When it comes to videos for learning, audio is even more important than what appears on the screen. A viewer can tolerate a grainy image, but introduce an audio problem such as static or clipping and their attention can be completely disrupted. In a controlled environment, such as Media Production’s UCreate – a one button studio – capturing quality audio is simple as it’s built right into the room and system itself. Recording in other environments, however, can have some unexpected results. Whether recording in a classroom, an office, or at home there may be a video you watch after recording where you realize that the audio is not up to your standards, and unfortunately, it’s something that only reveals itself after the fact. I can still remember sitting in the Neatby Timlin theatre for the screening of student video projects, and when my video appeared there was no sound at all. It was a different problem, but ever since then audio has been front of mind for me in creating and distributing media.
Panopto’s editor isn’t fancy, or especially powerful, and does not even include a specific audio editing tool. However, we can replace the audio track wholesale. To do this we will need an audio source in addition to the one from our originally captured video. If you are recording in the classroom, this second source might come from a phone recording. If you have a lapel microphone, you can plug that into your phone or similar device, start recording, and the microphone will come with you everywhere in the classroom. Turning to face the board, will be the same levels as facing your class in this case and its close proximity means it can pick up what you need it to. Or, if you are recording in a Zoom session, you could record audio in the background using something like Audacity or similar program. The recommendation here is to still use something like a lapel microphone, or a headset to capture the audio. If you use a stand-alone microphone, or the internal one in your laptop or desktop, then something as simple as looking down or at your second monitor while speaking can disrupt the audio recording. In the worst case scenario, rerecording the audio is an option, but capturing a second audio stream at the time of recording is much less work.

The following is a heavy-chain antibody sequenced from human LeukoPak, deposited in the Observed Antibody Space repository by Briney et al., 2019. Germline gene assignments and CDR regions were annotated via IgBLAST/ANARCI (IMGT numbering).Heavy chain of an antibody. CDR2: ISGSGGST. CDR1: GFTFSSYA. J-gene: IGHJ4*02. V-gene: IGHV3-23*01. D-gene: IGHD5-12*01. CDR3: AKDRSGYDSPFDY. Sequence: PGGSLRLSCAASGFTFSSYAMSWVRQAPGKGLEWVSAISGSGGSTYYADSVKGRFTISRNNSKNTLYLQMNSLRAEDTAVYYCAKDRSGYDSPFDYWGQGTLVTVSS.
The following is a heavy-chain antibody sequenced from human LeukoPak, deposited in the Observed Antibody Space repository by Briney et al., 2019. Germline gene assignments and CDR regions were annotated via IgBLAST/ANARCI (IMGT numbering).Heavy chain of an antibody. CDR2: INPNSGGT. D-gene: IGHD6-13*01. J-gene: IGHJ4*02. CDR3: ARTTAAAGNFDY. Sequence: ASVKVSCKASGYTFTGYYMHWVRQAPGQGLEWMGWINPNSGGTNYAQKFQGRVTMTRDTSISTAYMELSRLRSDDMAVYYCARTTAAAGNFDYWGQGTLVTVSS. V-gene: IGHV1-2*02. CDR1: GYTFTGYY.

Once you finish your recording session, and the separate audio stream you might find you don’t even need the audio stream. Depending on the nature of the recording, you may wish to consider sharing this audio only version with your students if the design of your class fits a podcasting style of content delivery. In the case you detect a problem with the audio in your video, you can use the second audio stream to replace the erroneous audio at the same time you upload the video to Panopto.
Sample Video with Audio Static
In this sample video, you can hear that the audio has unpleasant static that would be very distracting to a viewer.
Using the Backup Audio Recording Instead
Normally when uploading a video to Panopto, you might use the Create button and upload media.
Because we want to use both an audio file, and a video file, instead we will start with Create and Build a session.
Give the session a title, and select the folder you want the video to be in. In his case, I’m leaving it in “My Folder”. Select Create when you’re ready to proceed.
You’ll be asked to upload the Primary Stream. This is where we want to upload the audio file. This will make the clean audio file take priority over the audio that is attached to the video file.
Once the audio file has uploaded and been processed you can verify it works by clicking the play button in the editor. Next we need to add the video file. Select + Add Stream to begin.
Here we are going to choose the video file as a secondary video stream, and upload it.
Once it is finished pocessiing you can preview it in the editor and don’t forget to Apply the changes you’ve made. Now when you embed the video in your course the clean audio should be the one that plays like in this sample below.
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